MANILA, Philippines (3rd UPDATE) – Inflation or the increase in the prices of goods climbed to another 9-year high, hitting 6.4% in August.
The latest figure, announced by the Philippine Statistics Authority (PSA) on Wednesday, September 5, was higher than July’s 5.7%.
This is also the fastest since March 2009, when inflation hit 6.6% during the Arroyo administration.
Annual increases were observed in food and non-alcoholic beverages (8.5%), alcoholic beverages and tobacco (21.6%), furnishing and household equipment (3.5%), health (4%), restaurants and miscellaneous goods and services (4%), and recreation and culture (2.4%).
The annual rate of the food index further climbed by 8.2%. (READ: EXPLAINER: How inflation affects you)
The National Capital Region (NCR) felt higher inflation at 7%. The PSA attributed the uptrend to higher prices of food, household expenses, transportation, recreational activities, and restaurant and miscellaneous goods and services.
Annual inflation in areas outside NCR also jumped to 6.2%, higher than the recorded 5.5% year-on-year. (IN CHARTS: This is how bad August 2018 inflation looks like in regions)
Bangko Sentral ng Pilipinas (BSP) Governor Nestor Espenilla Jr attributed the spikes to the “unfortunate confluence of cost-push factors” and the “elevated oil prices” which drove transport and power prices higher.
“Much of it has to do with food supply shocks, rice in particular. These warrant more decisive non-monetary measures to fully address,” Espenilla said.
He added that the BSP will analyze the latest data for their next policy meeting on September 27. (READ: Economic managers pressure Piñol to curb soaring inflation)
Beyond the target range
The Department of Finance and the BSP had forecast August inflation to be only at 5.9%, while economists’ median estimate was at 6%.
With the current pace, the government is likely to miss the target of keeping 2018’s average inflation within 2% to 4%.
Year-to-date inflation is already at 4.8%. (READ: Robredo to Duterte gov’t: ‘Stop dismissing inflation as sign of growing economy’)
Espenilla previously said they expect inflation to peak between August and September of this year before tapering off in 2019. (READ: Higher inflation in 2019 if rice tariffication not passed – Diokno)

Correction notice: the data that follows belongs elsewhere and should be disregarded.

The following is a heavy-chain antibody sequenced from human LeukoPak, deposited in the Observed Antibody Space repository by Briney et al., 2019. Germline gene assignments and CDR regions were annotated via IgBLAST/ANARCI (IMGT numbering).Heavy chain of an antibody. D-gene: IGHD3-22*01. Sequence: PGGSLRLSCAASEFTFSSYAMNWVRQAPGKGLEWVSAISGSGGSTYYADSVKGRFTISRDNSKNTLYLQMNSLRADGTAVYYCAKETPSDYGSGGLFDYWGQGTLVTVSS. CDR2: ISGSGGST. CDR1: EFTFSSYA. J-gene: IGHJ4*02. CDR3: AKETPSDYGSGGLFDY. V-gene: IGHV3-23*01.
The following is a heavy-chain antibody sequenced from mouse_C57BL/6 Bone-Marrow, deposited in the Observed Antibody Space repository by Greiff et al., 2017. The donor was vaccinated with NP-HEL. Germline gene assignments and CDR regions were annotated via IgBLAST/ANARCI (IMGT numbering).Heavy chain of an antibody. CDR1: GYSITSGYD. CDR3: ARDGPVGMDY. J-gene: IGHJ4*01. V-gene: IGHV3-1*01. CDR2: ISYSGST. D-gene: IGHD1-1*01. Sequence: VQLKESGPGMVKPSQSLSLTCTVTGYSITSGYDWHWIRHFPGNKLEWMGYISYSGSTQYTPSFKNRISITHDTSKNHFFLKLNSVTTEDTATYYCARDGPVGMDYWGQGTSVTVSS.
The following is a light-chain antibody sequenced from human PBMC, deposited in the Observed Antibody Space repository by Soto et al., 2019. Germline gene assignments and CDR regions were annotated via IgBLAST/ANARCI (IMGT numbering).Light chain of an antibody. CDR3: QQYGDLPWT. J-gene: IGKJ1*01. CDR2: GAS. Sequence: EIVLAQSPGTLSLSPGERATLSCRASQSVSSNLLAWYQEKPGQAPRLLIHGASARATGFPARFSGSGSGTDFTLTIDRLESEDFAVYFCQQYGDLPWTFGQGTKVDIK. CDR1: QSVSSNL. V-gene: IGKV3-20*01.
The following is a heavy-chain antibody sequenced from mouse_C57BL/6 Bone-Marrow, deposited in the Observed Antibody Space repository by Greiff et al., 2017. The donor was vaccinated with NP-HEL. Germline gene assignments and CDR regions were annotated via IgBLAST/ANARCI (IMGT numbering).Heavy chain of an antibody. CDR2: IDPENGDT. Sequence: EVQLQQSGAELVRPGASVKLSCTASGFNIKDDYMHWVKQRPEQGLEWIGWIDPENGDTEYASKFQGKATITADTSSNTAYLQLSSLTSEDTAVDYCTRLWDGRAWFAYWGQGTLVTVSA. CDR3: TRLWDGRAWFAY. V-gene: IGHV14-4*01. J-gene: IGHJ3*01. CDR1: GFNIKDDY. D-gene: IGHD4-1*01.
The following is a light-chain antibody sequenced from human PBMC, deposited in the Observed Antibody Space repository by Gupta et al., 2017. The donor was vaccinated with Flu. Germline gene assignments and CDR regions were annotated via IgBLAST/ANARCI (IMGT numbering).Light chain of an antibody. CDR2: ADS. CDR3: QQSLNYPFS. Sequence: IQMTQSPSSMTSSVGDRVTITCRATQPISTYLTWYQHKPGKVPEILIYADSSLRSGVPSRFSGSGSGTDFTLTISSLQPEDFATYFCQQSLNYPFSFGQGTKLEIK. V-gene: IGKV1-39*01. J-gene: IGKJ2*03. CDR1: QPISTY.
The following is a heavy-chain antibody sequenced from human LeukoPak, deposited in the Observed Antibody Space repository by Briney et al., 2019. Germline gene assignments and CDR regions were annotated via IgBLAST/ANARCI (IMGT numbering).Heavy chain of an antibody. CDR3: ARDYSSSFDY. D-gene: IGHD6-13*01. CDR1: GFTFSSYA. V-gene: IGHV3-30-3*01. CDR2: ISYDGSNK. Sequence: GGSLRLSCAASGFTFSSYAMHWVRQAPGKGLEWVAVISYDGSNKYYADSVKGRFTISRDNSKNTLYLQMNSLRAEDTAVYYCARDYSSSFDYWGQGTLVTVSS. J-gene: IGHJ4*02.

The central bank raised interest rates by 50 basis points (bps) last August, bringing the overnight reverse repurchase (RRP) rate to 4%, to help temper market expectations. (READ: Gov’t ‘did little or nothing’ to stop 6.4% August inflation)
Economists said the elevated prices of goods pulled down the economy’s growth. The country’s gross domestic product (GDP) grew by only 6% in the 2nd quarter of 2018, missing all market estimates.
In Philippines, inflation rate hit the highest rate in August, 2018. It climbed to another 9-year high, hit 6.4%. The figure shows us that Philippines’ inflation increased annually. Inflation was observed in food and non-alcoholic beverages, alcoholic beverages and tobacco, furnishing and household equipment, health, restaurants and miscellaneous goods and services, and recreation and culture. It increased about 6.3% in food index in average.
Due to the hight inflation rate, there are uptrend to higher prices of food, household expenses, transportation, recreational activities, and restaurant and miscellaneous goods and services.
This inflation rate in Philippines suggests that Philippines fail to achieve one of its macroeconomic objectives. It failed to have a low and stable rate of inflation. 1% to 3% is considered as low and stable inflation, however, Philippines exceeded the rate (6% to 8%). And this failure of achieving macroeconomic objectives have made lots of problems to the country. First, it will affect Philippines export rate. The higher price may affect the export rate of Philippines to be less competitive. Foreign consumers may less demand Philippines product than other substitutes of it. Second, there can be unequal distribution of income. The gap between rich people and poor will be enormous. Lastly, consumers will have less spending power due to the high price.
Therefore, Philippines must decrease its inflation rate to achieve the macroeconomic objective and to avoid the problems that may caused by the effect of high inflation.